6 Soup and Poetry Pairings Inspired by Caroline Wright’s Soup Club
Like poetry, soup is comforting, warm, and can bring friends and communities together. Caroline Wright’s Soup Club: 80 Cozy Recipes for Creative, Plant-Based Soups and Stews to Share makes this connection clear, as Wright pairs her original, hearty recipes with haikus and black and white photos and haikus from her community in Seattle.
This innovative, multimodal book—a keepsake for any kitchen—takes inspiration from Wright’s cancer diagnosis and the way her friends supported her by bringing soup to her doorstep every day for months. Wright credits her survival, in part, to this simple yet powerful act of care. Dedicated to “soup enthusiasts,” Soup Club celebrates the dish as more than just a meal, but also as a “mood and feeling.” These pairings of Wright’s recipes with works of poetry will help make your next soup night a poetic experience.
1. Ribollita and The Immigrants’ New Camera by Maryfrances Wagner
Ribollita is an Italian soup containing olive oil, kale, potatoes, broccoli, beans, and tomatoes.
Ribollita is a classic Italian dish, which mirrors the rich Italian culture and heritage Maryfrances Wagner writes about in her collection The Immigrants’ New Camera. In fact, Wagner specifically employs the unique and sacred imagery of an Italian kitchen, evoking the sensation of chopping tomatoes and the smell of fresh basil within her poems. Just as Wright does in Soup Club, Wagner also presents cooking and eating as a ritualistic, familial act.
2. Chunky garden vegetable stew and Garden Poems edited by John Hollander
Chunky garden vegetable stew melds celery, onion, green beans, carrot, peas, squash, and sweet potato.
Cooking can be a relaxing and satisfying activity, just like gardening. Wright’s chunky garden vegetable stew brings together all the natural, fresh flavors and colors of a bountiful garden. Similarly, Garden Poems reveres the beauty and the utility of nature, as well as its connection to humanity and daily life. The anthology contains meditations on gardening and nature from timeless poets like Shakespeare, Ovid, and E.E. Cummings.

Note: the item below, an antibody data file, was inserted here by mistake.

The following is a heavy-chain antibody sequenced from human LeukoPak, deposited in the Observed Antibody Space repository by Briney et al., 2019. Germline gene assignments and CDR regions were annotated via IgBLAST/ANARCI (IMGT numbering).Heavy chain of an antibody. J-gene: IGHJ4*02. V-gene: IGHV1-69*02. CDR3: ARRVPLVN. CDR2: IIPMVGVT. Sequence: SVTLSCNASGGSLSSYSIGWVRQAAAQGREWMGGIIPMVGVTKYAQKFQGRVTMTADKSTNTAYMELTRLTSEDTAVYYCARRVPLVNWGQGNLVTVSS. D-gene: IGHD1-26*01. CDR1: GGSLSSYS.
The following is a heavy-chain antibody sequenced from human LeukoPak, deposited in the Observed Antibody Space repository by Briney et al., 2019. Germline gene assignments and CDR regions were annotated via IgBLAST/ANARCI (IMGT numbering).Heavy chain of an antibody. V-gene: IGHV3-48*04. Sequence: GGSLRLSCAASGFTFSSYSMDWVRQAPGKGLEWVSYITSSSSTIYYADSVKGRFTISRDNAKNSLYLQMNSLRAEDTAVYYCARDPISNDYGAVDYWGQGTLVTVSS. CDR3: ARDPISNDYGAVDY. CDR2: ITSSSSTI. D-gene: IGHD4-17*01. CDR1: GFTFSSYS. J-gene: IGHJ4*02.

3. Hoppin’ John and Hard Times Require Furious Dancing by Alice Walker
Hoppin’ John is a Southern stew, often eaten on New Year’s Day and seen as a dish that brings good luck. The spicy soup includes chipotle chiles, paprika, green peppers, carrot, black-eyed peas, and collard greens, served over rice.
Just as Hoppin’ John is a New Year’s Dish, Alice Walker’s Hard Times Require Furious Dancing is a reflection on one full year in the beloved writer’s life. As Walker—born and raised in Atlanta, Ga.—considers the challenges of an especially dark and turbulent year, she’s still able to hold tight to joy, hope, and resilience, a comfort much like Hoppin’ John soup. Like this dish, Walker’s writing exemplifies the zest, warmth, and tradition of Southern culture.
4. Cowboy chili and Life Work by Donald Hall
Cowboy chili combines black beans, red beans, bell pepper, paprika, and molasses, among other ingredients. Wright recommends serving with cornbread.
Life Work is a poetic memoir from Donald Hall, one of the most influential figures in the cowboy poetry movement. The book chronicles Hall’s time spent living on his grandparents’ New Hampshire farm, where he cultivated an appreciation for the discipline, concentration, and ritual of farming. Cooking soup can demand these same traits, allowing any at-home chef to get out of their head and into a soothing flow state.
5. Louisiana red bean soup and I Am New Orleans edited by Kalamu ya Salaam
Louisiana red bean soup features red beans, green bell peppers, celery, paprika, and Cajun seasoning.
Louisiana red bean soup blazes with soulful Southern culture. The dish is equal parts festive and traditional, much like Kalamu ya Salaam’s I Am New Orleans anthology, which harkens back to the beloved, complex city’s origins while also looking forward towards its future. The anthology weaves together 36 poets, taking inspiration from Marcus Christian, a former New Orleans Poet Laureate and the author of the titular poem “I Am New Orleans.”
6. Cream of mushroom soup and Decomposition: An Anthology of Fungi-Inspired Poems edited by Renee Roehl and Kelly Chadwick
Cremini mushrooms, oyster mushrooms, and shiitake mushrooms are the main ingredients in this recipe, along with rolled oats, tahini, and Worcestershire sauce.
Mushrooms seem to be growing in popularity and finding a place on nearly every menu. Likewise, they play a starring role in Wright’s cream of mushroom soup and in Decomposition: An Anthology of Fungi-Inspired Poems, in which mushrooms come to represent growth, discovery, struggle, ruggedness, and much more.
Happy reading and happy cooking! To recreate the soups in this article and even more delicious recipes, order Soup Club here.